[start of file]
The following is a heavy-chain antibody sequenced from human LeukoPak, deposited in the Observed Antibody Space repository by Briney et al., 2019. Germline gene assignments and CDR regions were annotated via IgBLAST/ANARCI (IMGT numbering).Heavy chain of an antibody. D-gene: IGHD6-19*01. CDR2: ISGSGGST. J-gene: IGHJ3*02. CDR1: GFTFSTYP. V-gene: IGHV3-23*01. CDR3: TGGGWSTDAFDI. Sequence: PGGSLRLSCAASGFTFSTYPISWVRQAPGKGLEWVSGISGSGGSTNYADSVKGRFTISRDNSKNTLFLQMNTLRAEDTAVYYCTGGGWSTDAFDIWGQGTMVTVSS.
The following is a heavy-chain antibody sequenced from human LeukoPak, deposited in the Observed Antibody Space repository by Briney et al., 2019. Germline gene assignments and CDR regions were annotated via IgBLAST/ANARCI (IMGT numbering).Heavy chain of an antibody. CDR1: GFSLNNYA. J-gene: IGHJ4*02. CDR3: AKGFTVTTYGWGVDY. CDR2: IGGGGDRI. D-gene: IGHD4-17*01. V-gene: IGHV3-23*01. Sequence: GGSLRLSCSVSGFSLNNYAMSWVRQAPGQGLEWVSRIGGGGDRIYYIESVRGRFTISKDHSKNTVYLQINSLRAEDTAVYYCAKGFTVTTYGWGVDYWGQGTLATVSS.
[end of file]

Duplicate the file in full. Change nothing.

The following is a heavy-chain antibody sequenced from human LeukoPak, deposited in the Observed Antibody Space repository by Briney et al., 2019. Germline gene assignments and CDR regions were annotated via IgBLAST/ANARCI (IMGT numbering).Heavy chain of an antibody. D-gene: IGHD6-19*01. CDR2: ISGSGGST. J-gene: IGHJ3*02. CDR1: GFTFSTYP. V-gene: IGHV3-23*01. CDR3: TGGGWSTDAFDI. Sequence: PGGSLRLSCAASGFTFSTYPISWVRQAPGKGLEWVSGISGSGGSTNYADSVKGRFTISRDNSKNTLFLQMNTLRAEDTAVYYCTGGGWSTDAFDIWGQGTMVTVSS.
The following is a heavy-chain antibody sequenced from human LeukoPak, deposited in the Observed Antibody Space repository by Briney et al., 2019. Germline gene assignments and CDR regions were annotated via IgBLAST/ANARCI (IMGT numbering).Heavy chain of an antibody. CDR1: GFSLNNYA. J-gene: IGHJ4*02. CDR3: AKGFTVTTYGWGVDY. CDR2: IGGGGDRI. D-gene: IGHD4-17*01. V-gene: IGHV3-23*01. Sequence: GGSLRLSCSVSGFSLNNYAMSWVRQAPGQGLEWVSRIGGGGDRIYYIESVRGRFTISKDHSKNTVYLQINSLRAEDTAVYYCAKGFTVTTYGWGVDYWGQGTLATVSS.